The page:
Die Hard

Ladies and gentlemen, I bring you the fifth—yes, fifth—installment in the Die Hard franchise. Quick refresher: Die Hard—Nakatomi Plaza, L.A.; Die Hard2: Die Harder—mercenaries rescuing rogue dictator at Dulles Airport, D.C.; Die Hard: With a Vengance—Jeremy Irons runs Sam Jackson and Bruce Willis around Manhattan looking for a bomb in a school, while he robs the Fed; Die Hard 4.0: Live Free or Die Hard—nobody really saw that one. Now we have A Good Day to Die Hard. You can describe this movie many ways. You could say it’s like spending an hour and a half at a wrecking yard watching a car-crusher. You could say it’s like watching a really expensive, 90-minute Mercedes Benz commercial. Or you can simply call it what it is: awesome.

It’s present-day Moscow. A bad guy, Chagarin (Sergey Kolesnikov), is in power—and shock of shocks, he has imprisoned the good guy Komarov (Sebastion Koch), the man who has information that could destroy Chagarin. Jack McClane (Jai Courtney), John McClane’s (Bruce Willis) son, is in Russia working for the C.I.A., trying to free Komarov and bring Chagarin down. Meanwhile, the elder McClane, believing Jack’s cover story that he is trapped in a Russian prison—or something—heads to Moscow to try and save his son. And in the immortal words of Will.i.am, Bring the action: There are car chases, fist fights, explosions, car chases, surprisingly unpredictable plot twists, demolitions, gun battles, car chases and, of course, weapons-grade uranium.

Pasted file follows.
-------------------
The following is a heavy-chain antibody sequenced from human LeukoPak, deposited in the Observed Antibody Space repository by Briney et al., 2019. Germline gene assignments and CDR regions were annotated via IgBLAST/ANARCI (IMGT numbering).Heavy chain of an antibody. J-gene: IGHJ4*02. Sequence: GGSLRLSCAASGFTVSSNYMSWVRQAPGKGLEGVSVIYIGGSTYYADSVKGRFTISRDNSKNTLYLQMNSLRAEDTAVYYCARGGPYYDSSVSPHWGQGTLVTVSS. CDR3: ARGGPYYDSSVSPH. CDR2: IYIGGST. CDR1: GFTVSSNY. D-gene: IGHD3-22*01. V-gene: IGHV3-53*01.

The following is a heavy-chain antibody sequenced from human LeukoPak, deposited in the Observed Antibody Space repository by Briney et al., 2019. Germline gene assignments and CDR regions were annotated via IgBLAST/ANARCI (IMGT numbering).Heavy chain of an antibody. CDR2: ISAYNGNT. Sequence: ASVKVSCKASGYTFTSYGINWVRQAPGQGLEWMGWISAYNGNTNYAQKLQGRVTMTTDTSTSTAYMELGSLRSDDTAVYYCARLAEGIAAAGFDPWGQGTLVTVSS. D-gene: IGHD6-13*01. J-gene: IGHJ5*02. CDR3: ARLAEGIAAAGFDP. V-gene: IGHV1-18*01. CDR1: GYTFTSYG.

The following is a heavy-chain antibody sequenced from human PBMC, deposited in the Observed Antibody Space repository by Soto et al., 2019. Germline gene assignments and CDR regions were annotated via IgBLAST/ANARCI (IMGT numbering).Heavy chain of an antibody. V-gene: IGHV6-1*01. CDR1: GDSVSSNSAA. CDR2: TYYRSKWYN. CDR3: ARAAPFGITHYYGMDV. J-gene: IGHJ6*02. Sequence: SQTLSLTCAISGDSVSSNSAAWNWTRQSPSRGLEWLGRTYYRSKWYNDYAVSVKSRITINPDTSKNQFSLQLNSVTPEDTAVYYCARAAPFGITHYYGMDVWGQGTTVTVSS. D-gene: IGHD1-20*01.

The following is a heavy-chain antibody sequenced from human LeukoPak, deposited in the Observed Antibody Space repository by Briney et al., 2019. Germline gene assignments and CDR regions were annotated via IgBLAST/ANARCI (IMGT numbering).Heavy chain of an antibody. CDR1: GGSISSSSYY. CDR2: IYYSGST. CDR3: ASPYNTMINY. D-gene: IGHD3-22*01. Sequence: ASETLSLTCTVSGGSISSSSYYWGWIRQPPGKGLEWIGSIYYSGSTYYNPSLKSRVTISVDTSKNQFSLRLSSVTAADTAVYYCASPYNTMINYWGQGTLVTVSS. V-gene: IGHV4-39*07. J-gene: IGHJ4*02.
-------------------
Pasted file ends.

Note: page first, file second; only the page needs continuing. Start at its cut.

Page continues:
I applaud the fact that the filmmakers put some thought into the plot, and I also really liked the fact that Bruce Willis is aging like a man: Action stars do not need Botox. But the thing I liked the most here was that the movie is almost an homage to the previous films. There’s a tip of the hat to the Alan Rickman skyscraper fall, as well as the Jeremy Irons helicopter battle. It’s snarky, bad$ss Bruce Willis reuniting with his son, and killing bad guys in a movie with a plot that makes virtually no sense. What more do people want? It’s Die Hard.

It’s a 6.

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